Each presentation will be allocated 20 minutes. Additional time for questions and discussion will be available in each stream.


9:00am

BREAKOUT SESSION SEVEN: Gender & Sexuality
Chair: Moeata Keil

Thibaut B. Bouttier--Esprit: Ending an epidemic: The possibility of bio-social HIV prevention

The number of HIV-positive individuals is continuously increasing. With many academics staring to look at the social aspects of the disease, HIV prevention is taking a new turn, with each nation having its particular social method to prevent the virus from spreading between its citizens. Looking at the United States, the primary source of the epidemic in the Western world, this essay will explain its current relationship with social and psychological prevention of the virus. By explaining this biosocial epidemic and the ways it influences the construction of citizen identities and communities, this presentation will critique the current governance of bodies that influence HIV prevention and consider what New Zealand can learn from such investigations.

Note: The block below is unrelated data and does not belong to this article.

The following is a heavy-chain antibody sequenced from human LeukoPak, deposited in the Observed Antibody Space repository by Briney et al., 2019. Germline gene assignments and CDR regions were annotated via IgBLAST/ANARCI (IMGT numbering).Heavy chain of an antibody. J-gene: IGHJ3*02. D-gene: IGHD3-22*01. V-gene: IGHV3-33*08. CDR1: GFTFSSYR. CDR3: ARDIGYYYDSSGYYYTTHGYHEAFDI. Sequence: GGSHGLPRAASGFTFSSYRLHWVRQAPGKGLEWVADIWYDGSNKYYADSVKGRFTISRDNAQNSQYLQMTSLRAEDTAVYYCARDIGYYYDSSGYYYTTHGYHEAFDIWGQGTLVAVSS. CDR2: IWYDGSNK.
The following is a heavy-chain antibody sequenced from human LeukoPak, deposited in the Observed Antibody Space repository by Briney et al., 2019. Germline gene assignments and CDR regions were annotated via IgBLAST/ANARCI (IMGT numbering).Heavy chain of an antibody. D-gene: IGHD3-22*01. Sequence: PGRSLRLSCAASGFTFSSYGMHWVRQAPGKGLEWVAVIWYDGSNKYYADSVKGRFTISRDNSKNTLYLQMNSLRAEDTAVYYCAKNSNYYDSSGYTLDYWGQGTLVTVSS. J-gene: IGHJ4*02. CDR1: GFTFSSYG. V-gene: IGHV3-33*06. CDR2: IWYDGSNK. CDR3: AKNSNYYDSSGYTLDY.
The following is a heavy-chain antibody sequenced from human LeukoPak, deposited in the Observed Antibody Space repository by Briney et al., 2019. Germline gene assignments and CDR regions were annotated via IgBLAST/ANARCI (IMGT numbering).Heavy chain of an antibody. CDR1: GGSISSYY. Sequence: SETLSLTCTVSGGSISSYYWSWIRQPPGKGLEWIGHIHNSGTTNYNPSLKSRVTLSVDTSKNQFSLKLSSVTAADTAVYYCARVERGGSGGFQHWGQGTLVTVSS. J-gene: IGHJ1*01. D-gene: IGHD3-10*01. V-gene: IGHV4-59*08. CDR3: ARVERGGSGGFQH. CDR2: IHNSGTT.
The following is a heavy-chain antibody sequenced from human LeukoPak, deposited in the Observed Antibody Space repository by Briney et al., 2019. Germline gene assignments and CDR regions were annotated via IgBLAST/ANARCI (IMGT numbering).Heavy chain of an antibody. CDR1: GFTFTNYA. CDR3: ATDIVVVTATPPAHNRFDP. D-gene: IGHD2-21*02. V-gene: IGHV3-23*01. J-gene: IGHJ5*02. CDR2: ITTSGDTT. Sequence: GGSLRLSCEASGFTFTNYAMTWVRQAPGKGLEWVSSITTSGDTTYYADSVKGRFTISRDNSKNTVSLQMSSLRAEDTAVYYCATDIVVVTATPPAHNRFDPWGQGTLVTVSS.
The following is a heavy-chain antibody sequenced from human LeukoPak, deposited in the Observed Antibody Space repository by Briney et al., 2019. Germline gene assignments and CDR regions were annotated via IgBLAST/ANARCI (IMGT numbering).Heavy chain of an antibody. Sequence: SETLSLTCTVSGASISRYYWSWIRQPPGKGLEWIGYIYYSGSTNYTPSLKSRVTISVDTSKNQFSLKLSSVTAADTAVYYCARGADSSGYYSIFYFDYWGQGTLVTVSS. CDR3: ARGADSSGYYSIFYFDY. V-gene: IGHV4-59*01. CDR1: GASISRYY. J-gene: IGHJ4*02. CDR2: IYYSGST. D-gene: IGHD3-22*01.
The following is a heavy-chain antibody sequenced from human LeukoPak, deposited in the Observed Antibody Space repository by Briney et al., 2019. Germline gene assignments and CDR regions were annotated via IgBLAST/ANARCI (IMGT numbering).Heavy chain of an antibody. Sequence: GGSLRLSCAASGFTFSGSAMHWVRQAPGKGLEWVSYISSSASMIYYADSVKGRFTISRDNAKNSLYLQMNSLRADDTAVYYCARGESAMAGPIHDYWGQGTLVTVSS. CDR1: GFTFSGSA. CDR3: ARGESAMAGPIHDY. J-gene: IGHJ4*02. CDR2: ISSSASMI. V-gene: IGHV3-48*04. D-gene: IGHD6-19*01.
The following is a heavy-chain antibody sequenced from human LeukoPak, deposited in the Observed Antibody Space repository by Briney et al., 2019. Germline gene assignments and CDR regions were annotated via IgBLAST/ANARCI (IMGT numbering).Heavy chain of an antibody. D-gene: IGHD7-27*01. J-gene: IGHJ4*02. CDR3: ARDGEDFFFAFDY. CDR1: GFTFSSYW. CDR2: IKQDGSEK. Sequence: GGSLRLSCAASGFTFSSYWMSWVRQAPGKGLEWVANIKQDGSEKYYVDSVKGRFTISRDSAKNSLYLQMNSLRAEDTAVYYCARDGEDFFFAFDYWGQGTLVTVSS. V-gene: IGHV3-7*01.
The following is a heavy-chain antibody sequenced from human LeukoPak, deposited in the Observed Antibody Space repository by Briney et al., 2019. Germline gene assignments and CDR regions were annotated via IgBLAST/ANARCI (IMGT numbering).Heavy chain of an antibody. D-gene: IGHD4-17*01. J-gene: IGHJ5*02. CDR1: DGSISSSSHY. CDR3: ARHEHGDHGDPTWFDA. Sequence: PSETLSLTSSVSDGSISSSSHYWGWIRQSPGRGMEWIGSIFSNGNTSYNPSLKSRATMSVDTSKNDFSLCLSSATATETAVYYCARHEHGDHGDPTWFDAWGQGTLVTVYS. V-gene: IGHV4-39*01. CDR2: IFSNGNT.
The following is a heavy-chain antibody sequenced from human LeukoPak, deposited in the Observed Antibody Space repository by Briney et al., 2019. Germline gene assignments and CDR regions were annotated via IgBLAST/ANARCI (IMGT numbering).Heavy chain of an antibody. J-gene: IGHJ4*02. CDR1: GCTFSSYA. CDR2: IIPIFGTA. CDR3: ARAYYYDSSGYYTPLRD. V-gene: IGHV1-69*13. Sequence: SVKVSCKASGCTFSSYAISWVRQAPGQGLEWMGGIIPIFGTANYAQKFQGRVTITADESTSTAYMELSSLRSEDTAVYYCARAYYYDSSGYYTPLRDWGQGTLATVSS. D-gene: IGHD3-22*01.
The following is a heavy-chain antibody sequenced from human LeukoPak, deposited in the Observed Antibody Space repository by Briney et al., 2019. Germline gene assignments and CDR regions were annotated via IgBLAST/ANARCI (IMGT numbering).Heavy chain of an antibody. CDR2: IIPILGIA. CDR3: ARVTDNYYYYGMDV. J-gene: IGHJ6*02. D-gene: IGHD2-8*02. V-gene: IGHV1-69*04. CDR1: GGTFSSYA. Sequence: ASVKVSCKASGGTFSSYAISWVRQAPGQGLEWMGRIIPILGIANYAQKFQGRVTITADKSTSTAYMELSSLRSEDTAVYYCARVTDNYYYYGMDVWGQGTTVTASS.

Brooke Hollingshead: The new social contexts of HIV: Social and sexual networking apps as places of risk and opportunity for men who have sex with men in the Philippines

The HIV epidemic in the Philippines has been expanding rapidly, with most new diagnosed cases occurring among ‘men who have sex with men’ (MSM). New social contexts of HIV are evident with the evolving phenomenon of more MSM seeking partners online in social and sexual networking apps. The apps create new ways of being, new ways to negotiate ‘risk’, and new opportunities for healthcare workers to intervene.
This research examines some of these, reporting findings from focus group discussion and interviews conducted with healthcare workers, academics and community members in Metro Manila. It argues that apps are viewed as both sites of risk, and an opportunity for intervention with the capacity to reach new ‘discreet’ sexual subjectivities. However, this presentation will argue that these interventions often function as a form of surveillance and a window on bodies of risk, perpetuating biomedical understandings of risk through targeting individuals qua individuals and assuming they are rational, empowered subjects. The interventions have also created new complexities for healthcare workers by reconfiguring boundaries and operating in a sexualised space.